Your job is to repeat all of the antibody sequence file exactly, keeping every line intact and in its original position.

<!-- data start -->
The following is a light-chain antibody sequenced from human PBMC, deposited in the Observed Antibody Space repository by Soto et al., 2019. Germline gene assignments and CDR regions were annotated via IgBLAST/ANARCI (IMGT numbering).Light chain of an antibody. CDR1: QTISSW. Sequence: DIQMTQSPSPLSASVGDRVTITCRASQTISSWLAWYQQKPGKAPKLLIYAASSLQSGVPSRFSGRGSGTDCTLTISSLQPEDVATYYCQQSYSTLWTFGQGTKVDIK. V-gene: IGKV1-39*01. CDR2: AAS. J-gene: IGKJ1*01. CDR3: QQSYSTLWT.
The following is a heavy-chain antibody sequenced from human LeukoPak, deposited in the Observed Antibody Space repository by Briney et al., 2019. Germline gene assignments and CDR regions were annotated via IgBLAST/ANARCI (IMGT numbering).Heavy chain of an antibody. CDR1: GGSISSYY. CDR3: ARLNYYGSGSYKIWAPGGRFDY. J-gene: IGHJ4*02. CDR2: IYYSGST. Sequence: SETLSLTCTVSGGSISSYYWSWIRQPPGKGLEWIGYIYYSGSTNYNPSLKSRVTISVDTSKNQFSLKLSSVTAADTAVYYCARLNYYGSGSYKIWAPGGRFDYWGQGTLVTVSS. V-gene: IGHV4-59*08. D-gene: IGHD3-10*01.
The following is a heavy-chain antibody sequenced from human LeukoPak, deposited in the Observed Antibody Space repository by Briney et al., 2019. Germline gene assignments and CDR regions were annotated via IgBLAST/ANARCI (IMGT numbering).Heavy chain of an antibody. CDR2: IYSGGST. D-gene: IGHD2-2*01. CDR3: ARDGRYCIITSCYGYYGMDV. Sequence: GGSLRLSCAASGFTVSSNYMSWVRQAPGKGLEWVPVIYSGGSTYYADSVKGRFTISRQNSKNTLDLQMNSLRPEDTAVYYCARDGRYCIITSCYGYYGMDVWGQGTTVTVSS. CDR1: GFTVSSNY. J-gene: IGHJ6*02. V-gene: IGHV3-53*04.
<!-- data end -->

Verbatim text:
The following is a light-chain antibody sequenced from human PBMC, deposited in the Observed Antibody Space repository by Soto et al., 2019. Germline gene assignments and CDR regions were annotated via IgBLAST/ANARCI (IMGT numbering).Light chain of an antibody. CDR1: QTISSW. Sequence: DIQMTQSPSPLSASVGDRVTITCRASQTISSWLAWYQQKPGKAPKLLIYAASSLQSGVPSRFSGRGSGTDCTLTISSLQPEDVATYYCQQSYSTLWTFGQGTKVDIK. V-gene: IGKV1-39*01. CDR2: AAS. J-gene: IGKJ1*01. CDR3: QQSYSTLWT.
The following is a heavy-chain antibody sequenced from human LeukoPak, deposited in the Observed Antibody Space repository by Briney et al., 2019. Germline gene assignments and CDR regions were annotated via IgBLAST/ANARCI (IMGT numbering).Heavy chain of an antibody. CDR1: GGSISSYY. CDR3: ARLNYYGSGSYKIWAPGGRFDY. J-gene: IGHJ4*02. CDR2: IYYSGST. Sequence: SETLSLTCTVSGGSISSYYWSWIRQPPGKGLEWIGYIYYSGSTNYNPSLKSRVTISVDTSKNQFSLKLSSVTAADTAVYYCARLNYYGSGSYKIWAPGGRFDYWGQGTLVTVSS. V-gene: IGHV4-59*08. D-gene: IGHD3-10*01.
The following is a heavy-chain antibody sequenced from human LeukoPak, deposited in the Observed Antibody Space repository by Briney et al., 2019. Germline gene assignments and CDR regions were annotated via IgBLAST/ANARCI (IMGT numbering).Heavy chain of an antibody. CDR2: IYSGGST. D-gene: IGHD2-2*01. CDR3: ARDGRYCIITSCYGYYGMDV. Sequence: GGSLRLSCAASGFTVSSNYMSWVRQAPGKGLEWVPVIYSGGSTYYADSVKGRFTISRQNSKNTLDLQMNSLRPEDTAVYYCARDGRYCIITSCYGYYGMDVWGQGTTVTVSS. CDR1: GFTVSSNY. J-gene: IGHJ6*02. V-gene: IGHV3-53*04.